In order to conserve mass and volume, it was proposed that the International Space Station (ISS) control the level of carbon dioxide (CO2) in the Space Shuttle Orbiter while the Orbiter is docked to the ISS. If successful, this would greatly reduce the number of lithium hydroxide (LiOH) canisters required for each ISS-related Orbiter mission. Because of the impact on the Orbiter Environmental Control and Life Support Subsystem (ECLSS), as well as on the Orbiter flight manifest, a Space Shuttle Program (SSP) analysis was necessary. STS-108 (ISS UF1) pre-flight analysis using the Personal Computer Thermal Analyzer Program (PCTAP) predicted that the ISS would be able to control the level of CO2 in the Orbiter (and throughout the stack) under nominal conditions with no supplemental LiOH required. This analysis assumed that the Carbon Dioxide Removal Assembly (CDRA) located in the U.S.
Technical Paper

Advanced Technology in Future Metal Cutting for Airframe Manufacturing

Metal cutting is a substantial constituent of airframe manufacturing. During the past several decades, it has evolved significantly. However, most of the changes and improvement were initiated by the machine tool industry and cutting tool industry, thus these new technologies is generally applicable to all industries. Among them, few are developed especially for the airframe manufacture. Therefore, the potential of high efficiency could not be fully explored. In order to deal with severe competition, the aerospace industry needs improvement with a focus on achieving low cost through high efficiency. The direction of research and development in parts machining must comply with lean manufacturing principles and must enhance competitiveness. This article is being forwarded to discuss the trend of new developments in the metal cutting of airframe parts. Primary driving forces of this movement, such as managers, scientists, and engineers, have provided significant influence to this trend.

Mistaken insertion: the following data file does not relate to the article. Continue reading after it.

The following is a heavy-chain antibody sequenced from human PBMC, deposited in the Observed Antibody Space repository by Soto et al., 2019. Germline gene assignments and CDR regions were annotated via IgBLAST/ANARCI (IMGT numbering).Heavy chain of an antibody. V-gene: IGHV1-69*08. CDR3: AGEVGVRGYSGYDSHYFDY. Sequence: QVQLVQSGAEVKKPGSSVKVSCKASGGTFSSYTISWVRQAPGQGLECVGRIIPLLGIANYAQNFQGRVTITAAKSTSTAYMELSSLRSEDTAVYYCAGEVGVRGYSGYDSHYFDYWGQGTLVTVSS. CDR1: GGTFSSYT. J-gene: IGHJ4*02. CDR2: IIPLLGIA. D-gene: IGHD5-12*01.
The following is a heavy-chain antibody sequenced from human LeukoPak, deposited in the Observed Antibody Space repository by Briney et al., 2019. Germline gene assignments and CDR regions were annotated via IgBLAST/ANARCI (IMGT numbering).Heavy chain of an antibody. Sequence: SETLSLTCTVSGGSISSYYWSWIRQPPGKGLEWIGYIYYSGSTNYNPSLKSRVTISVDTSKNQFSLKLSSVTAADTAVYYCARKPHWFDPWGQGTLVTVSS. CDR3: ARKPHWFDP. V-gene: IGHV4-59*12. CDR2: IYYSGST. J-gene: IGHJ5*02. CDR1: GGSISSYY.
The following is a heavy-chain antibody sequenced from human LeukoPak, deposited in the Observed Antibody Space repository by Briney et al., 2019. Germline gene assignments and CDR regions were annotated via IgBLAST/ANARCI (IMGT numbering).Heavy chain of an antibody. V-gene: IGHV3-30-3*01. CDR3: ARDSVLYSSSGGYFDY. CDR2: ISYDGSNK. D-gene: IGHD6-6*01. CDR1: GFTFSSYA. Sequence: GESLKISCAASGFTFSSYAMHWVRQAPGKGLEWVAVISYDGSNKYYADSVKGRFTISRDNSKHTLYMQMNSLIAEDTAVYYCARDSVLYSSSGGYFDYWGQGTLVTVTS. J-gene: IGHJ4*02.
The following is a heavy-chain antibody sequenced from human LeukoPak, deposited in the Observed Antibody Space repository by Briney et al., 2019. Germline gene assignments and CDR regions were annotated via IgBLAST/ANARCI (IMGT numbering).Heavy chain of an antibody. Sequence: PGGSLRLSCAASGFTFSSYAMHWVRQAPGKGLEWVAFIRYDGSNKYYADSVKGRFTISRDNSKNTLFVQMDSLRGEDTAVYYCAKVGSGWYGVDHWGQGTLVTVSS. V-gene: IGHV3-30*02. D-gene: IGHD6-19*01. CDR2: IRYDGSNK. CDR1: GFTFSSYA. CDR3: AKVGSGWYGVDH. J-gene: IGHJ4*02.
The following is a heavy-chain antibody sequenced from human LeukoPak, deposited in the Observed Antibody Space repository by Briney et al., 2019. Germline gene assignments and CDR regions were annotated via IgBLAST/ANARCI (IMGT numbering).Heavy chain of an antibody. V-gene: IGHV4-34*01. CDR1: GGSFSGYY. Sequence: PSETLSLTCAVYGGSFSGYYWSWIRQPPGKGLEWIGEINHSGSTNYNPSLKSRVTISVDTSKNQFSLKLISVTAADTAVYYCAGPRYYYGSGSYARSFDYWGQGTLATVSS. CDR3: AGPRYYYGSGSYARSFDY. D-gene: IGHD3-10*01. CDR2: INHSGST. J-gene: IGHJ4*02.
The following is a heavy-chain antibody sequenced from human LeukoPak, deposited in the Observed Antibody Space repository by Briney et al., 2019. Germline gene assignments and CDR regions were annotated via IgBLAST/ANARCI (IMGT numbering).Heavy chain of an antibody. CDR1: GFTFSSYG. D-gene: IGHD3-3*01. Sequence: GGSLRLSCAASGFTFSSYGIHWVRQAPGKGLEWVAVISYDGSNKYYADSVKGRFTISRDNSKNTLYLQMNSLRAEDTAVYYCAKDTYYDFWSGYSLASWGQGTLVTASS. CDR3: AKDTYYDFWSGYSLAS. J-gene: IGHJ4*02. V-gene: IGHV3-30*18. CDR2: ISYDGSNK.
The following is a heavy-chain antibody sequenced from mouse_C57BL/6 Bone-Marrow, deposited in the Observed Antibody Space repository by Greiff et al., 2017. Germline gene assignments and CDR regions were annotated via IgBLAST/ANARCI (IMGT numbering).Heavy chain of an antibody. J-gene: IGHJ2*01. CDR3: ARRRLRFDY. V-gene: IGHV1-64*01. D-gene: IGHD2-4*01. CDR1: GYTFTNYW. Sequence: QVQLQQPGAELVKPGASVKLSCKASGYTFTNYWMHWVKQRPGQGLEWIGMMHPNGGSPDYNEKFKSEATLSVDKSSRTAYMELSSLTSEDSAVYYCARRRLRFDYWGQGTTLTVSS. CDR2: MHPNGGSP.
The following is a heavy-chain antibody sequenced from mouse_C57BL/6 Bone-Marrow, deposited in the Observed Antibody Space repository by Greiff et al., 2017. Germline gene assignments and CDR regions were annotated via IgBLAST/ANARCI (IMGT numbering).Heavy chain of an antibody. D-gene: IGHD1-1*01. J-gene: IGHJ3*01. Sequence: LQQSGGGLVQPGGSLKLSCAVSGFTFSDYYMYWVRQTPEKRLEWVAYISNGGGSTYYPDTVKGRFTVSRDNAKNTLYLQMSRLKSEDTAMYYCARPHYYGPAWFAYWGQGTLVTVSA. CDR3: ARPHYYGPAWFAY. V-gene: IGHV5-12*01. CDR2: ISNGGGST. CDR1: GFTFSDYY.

Technical Paper

An Integrated Human Modeling Simulation Process for the International Space Station, Intra-Vehicular Activity

Defining a process for integrating human modeling within the design and verification activities of the International Space Station (ISS) has proven to be as important as the simulations themselves. The process developed (1) ensured configuration management of the required digital mockups, (2) provided consistent methodology for simulating and analyzing human tasks and hardware layout, (3) facilitated an efficient method of communicating design requirements and relaying satisfaction of contract requirements, and (4) provided substantial cost savings by reducing the amount of late redesign and expensive mockup tests. Human simulation is frequently the last step in the design process. Consequently, the influence it has on product design is minimal and oftentimes being used as a post-design verification tool.
Technical Paper

Flexible Assembly System Implementation

This paper covers issues related to the installation, testing, and production implementation of a large-scale automated wing drilling/fastener installation system. Emphasis is placed on describing the production process, foundation requirements, axes alignment, calibration, testing and implementation. Description will include key hardware features such as the multi-function end effector and spindle end effector. The objective is to convey the complexity of implementing this system as well as reviewing the lessons learned from this experience.
Technical Paper

Burr Prevention and Minimization for the Aerospace Industry